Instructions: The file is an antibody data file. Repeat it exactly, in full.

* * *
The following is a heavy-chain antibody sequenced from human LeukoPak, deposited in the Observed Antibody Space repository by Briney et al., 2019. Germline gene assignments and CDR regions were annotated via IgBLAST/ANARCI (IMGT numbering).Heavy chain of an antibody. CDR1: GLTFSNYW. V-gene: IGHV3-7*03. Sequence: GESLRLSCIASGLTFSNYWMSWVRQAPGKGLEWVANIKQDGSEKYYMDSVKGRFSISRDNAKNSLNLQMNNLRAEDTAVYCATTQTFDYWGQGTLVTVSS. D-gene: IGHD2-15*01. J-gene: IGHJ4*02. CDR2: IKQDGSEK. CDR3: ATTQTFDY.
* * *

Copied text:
The following is a heavy-chain antibody sequenced from human LeukoPak, deposited in the Observed Antibody Space repository by Briney et al., 2019. Germline gene assignments and CDR regions were annotated via IgBLAST/ANARCI (IMGT numbering).Heavy chain of an antibody. CDR1: GLTFSNYW. V-gene: IGHV3-7*03. Sequence: GESLRLSCIASGLTFSNYWMSWVRQAPGKGLEWVANIKQDGSEKYYMDSVKGRFSISRDNAKNSLNLQMNNLRAEDTAVYCATTQTFDYWGQGTLVTVSS. D-gene: IGHD2-15*01. J-gene: IGHJ4*02. CDR2: IKQDGSEK. CDR3: ATTQTFDY.